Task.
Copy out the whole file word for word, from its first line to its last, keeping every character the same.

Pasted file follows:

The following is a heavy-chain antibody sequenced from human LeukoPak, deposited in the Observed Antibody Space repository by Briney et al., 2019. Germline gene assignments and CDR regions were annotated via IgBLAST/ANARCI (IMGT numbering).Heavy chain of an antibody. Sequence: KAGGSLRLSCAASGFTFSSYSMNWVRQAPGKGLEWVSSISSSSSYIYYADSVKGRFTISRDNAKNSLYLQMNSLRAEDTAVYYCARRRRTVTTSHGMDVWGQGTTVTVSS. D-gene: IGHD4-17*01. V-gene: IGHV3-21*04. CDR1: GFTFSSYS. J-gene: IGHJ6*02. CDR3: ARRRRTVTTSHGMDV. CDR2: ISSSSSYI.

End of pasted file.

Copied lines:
The following is a heavy-chain antibody sequenced from human LeukoPak, deposited in the Observed Antibody Space repository by Briney et al., 2019. Germline gene assignments and CDR regions were annotated via IgBLAST/ANARCI (IMGT numbering).Heavy chain of an antibody. Sequence: KAGGSLRLSCAASGFTFSSYSMNWVRQAPGKGLEWVSSISSSSSYIYYADSVKGRFTISRDNAKNSLYLQMNSLRAEDTAVYYCARRRRTVTTSHGMDVWGQGTTVTVSS. D-gene: IGHD4-17*01. V-gene: IGHV3-21*04. CDR1: GFTFSSYS. J-gene: IGHJ6*02. CDR3: ARRRRTVTTSHGMDV. CDR2: ISSSSSYI.